Design and Technology at St Michael's
The Curriculum Leader for this subject is Mrs Hudson
Design and Technology is an inspiring, rigorous and practical subject that encourages children to learn to think and intervene creatively to solve problems, both as individuals and as members of a team.
At St. Michael’s, we encourage children to use their creativity and imagination, to design and make products that solve real and relevant problems within a variety of contexts. We also aim to make links to designs and designers throughout history, providing opportunities for our children to critically reflect upon and evaluate their designs.
We aim to, wherever possible, link work to other disciplines such as maths, science, computing and art. This gives the learning purpose and relevance to the children.
Through a variety of creative and practical activities, we teach the knowledge, understanding and skills needed to engage in an interactive process of designing and making.
When designing and making, our teachers plan and deliver agreed lessons, to ensure our pupils are familiar with the design cycle:
Through this process, the aim is to develop pupils’ technical knowledge and vocabulary in relation to structural design, mechanical and electrical systems, the integration of technology and food production and nutrition. In addition, our school aims for these tasks to be completed collaboratively.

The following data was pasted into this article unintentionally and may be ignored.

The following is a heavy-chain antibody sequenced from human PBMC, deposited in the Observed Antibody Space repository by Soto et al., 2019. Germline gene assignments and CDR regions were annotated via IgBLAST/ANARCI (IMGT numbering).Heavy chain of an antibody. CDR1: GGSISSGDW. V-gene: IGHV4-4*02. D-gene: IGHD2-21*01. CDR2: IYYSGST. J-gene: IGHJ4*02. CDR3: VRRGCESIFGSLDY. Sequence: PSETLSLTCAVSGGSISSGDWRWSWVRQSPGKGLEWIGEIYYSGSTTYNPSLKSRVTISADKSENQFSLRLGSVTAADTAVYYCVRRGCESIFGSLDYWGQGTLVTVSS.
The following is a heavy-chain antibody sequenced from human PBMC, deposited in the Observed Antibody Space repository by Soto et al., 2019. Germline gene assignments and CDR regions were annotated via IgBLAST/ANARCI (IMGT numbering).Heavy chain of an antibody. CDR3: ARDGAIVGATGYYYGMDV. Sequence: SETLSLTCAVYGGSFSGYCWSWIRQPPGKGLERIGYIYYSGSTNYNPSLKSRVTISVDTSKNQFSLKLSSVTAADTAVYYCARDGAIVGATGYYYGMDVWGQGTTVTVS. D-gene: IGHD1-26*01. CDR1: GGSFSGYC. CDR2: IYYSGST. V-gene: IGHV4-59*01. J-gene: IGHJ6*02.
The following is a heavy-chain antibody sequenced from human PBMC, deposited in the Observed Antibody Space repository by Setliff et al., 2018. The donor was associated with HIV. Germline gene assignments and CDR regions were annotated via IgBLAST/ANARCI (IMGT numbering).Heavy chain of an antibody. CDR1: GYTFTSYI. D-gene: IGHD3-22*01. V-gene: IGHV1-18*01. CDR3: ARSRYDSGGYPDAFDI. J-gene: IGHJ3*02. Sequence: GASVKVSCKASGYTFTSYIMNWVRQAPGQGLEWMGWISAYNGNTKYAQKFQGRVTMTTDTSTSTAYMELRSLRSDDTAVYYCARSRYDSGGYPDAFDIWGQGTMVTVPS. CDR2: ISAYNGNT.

We use a range of teacher assessment to ensure the following:
D and T in the Early Years
In the Early Years Foundation Stage, design and technology forms part of the learning children acquire under the ‘Understanding the World' branch of the Foundation Stage curriculum, which also covers geography, history, Computing, and science.
Your child will learn through first-hand experiences. They will be encouraged to explore, observe, solve problems, think critically, make decisions and to talk about why they have made their decisions. Here are some of the typical learning experiences your child will have:
Constructing: Learning to construct with a purpose in mind, some children use scissors, glue, string and a hole punch to make a bag to store travel brochures they collected during a field trip.
Structure and joins: Following a visit to our local high street, some children make a church tower out of small wooden bricks.
Using a range of tools: Through this, your child will learn about planning and adapting initial ideas to make them better. For example, a child might choose to use scissors, a stapler, elastic bands and glue to join bits together to make a toy vehicle. But they might then modify their initial idea by using masking tape.
Cooking techniques: Some children take turns stirring the mixture for a cake and then watch with fascination as it rises while cooking. They will practise stirring, mixing, pouring and blending ingredients during cookery activities.
Exploration: Children will dismantle things and learn about how everyday objects work. For example, a child might dismantle a pepper grinder and discover how it is put together and the materials different parts are made of.
Discussion: Your child will be given opportunities to discuss reasons that make activities safe or unsafe, for example hygiene, electrical awareness, and appropriate use of senses when tasting different flavourings. They will also learn to record their experiences by, for example, drawing, writing and making a tape or model.